If either New Zealand First or the Maori Party hold the balance of power, who knows which way they might choose? (Mana and the Conservatives could hold the balance of power, but that's less likely and easier to predict).

So enjoy any political predictions, but let's not take them seriously. This race has miles left to run.

 

Comments (8)

by Ross on December 10, 2012
Ross

I'll be surprised if Shearer is still Labour Party leader in 2014, so imagining him as PM takes some effort.

As for Winston, he might not around either after 2014. As for him opting for National, I think you've got that round the wrong way. It will be National's choice who it opts for if it's a close election. I can't see it opting for Winston First.

 

by DeepRed on December 10, 2012
DeepRed

And even though NZF have some common ground with the Nats on defence, law & order and other 'anti-PC' issues, I still suspect they're too flaky for either bloc.

by Richard Aston on December 11, 2012
Richard Aston

I wonder if Winstone will prefer an independant stance in parliment doing deals case by case with both sides. He really doesn't like the Greens and if Labour is to get in it will have to be in coalition with the Greens. I think he will have a reduced party vote though. 

by stuart munro on December 11, 2012
stuart munro

The major parties will find their principles sufficiently elastic to accomodate Winston if they must, and the loser will roundly condemn the other's hypocrisy. Should he fail at the ballot, both will turn on him.

I'd have thought the Maori/Mana area might produce a more interesting conflict, though the old protestors are showing unexpected talents for conciliation.

by onsos on December 11, 2012
onsos

Making predictions, and justifying them, is a valid process. When it is done well, as with Nate Silver at fivethirtyeight.com, they become useful, for understanding parties and their strategies.  At that point, however, they are only worth as much as the analysis that goes with them

The first is that errors will be made, that unforeseen events will happen, and that (to a lesser or greater extent) predictions will go wrong. This means that there will be lots of different possible outcomes, and navigating through them is difficult. Keeping in mind different possibilities is critical. 

The second is that the best predictor of future events is past events. Governments move in cycles, leopards don’t tend to change their spots, and voters tend to respond to the same basic issues. 

The third is assuming there are silver bullets; in reality, events might be proceeding for a variety of reasons.

The fourth is looking straightforwardly at the trends in support and assuming that they will continue, unless there are good reasons to think so.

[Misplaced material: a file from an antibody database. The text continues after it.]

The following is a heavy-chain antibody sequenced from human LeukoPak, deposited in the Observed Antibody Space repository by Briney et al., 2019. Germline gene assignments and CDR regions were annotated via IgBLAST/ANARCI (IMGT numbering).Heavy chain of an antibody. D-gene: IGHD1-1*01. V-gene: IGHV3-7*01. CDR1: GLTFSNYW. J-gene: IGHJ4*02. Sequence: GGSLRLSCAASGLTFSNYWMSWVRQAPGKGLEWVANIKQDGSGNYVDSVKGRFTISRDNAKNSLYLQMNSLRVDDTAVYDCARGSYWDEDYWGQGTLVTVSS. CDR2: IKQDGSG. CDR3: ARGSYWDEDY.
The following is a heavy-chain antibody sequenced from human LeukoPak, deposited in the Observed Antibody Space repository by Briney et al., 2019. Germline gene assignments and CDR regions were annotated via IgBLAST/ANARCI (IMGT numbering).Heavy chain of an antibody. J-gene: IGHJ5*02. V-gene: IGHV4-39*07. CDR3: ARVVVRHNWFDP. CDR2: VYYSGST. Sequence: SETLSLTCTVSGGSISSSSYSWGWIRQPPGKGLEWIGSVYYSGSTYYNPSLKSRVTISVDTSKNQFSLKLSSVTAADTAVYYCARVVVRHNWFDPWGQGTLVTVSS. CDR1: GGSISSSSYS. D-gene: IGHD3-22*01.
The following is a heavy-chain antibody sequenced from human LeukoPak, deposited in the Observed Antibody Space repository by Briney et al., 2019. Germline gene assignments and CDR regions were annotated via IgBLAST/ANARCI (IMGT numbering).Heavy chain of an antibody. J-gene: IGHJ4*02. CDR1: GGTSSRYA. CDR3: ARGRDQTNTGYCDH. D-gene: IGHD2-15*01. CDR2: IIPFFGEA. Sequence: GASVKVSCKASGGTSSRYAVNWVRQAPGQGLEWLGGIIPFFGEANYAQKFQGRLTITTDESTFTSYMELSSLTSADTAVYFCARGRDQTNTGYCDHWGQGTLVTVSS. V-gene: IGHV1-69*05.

by BeShakey on December 12, 2012
BeShakey

On a not completely unrelated note (and giving me a chance to rant on something thats been annoying me for a while) - can someone challenge Hooten on his claim that Russell Norman has a shot at being finance minister if Labour wins. Part of the stability of coalitions in recent parliaments has been achieved by having support party members being Ministers outside of Cabinet, with no collective responsibility for decisions made outside their portfolio. So for Norman to be finance minister either they'll have to find a way for him to do it outside Cabinet (and even if they can do that he'd be bound by collective responsibility for any decision with financial implications i.e. virtually all the important ones) or the Greens will have to be bound by collective responsibility for all decisions (which has been a spectacular failure in the past) or Norman will be bound but his party won't be, meaning he'll have to stand up and say 'this is a great idea', while Turei says the opposite.

Unless Hooten can come up with another alternative, or show why one of these is actually workable I'll stick with my opinion that he's either an idiot or (more likely) his political commentary is about stirring trouble rather than insight.

by nommopilot on December 22, 2012
nommopilot

"he's either an idiot or (more likely) his political commentary is about stirring trouble rather than insight." or...  both!

by mandy jane on September 25, 2013
mandy jane

Hooton is from the Fox News School of Make-believe.

It seems his latest efforts include pretending that Cunliffe lied about his part in bringing about Fonterra and pointlessly asking whether he holds an MBA from Harvard business school/Harvard law school and/or the JF Kennedy Centre. (It turns out all three.)

Straight out of the Fox playbook where truth is treated like bubblegum.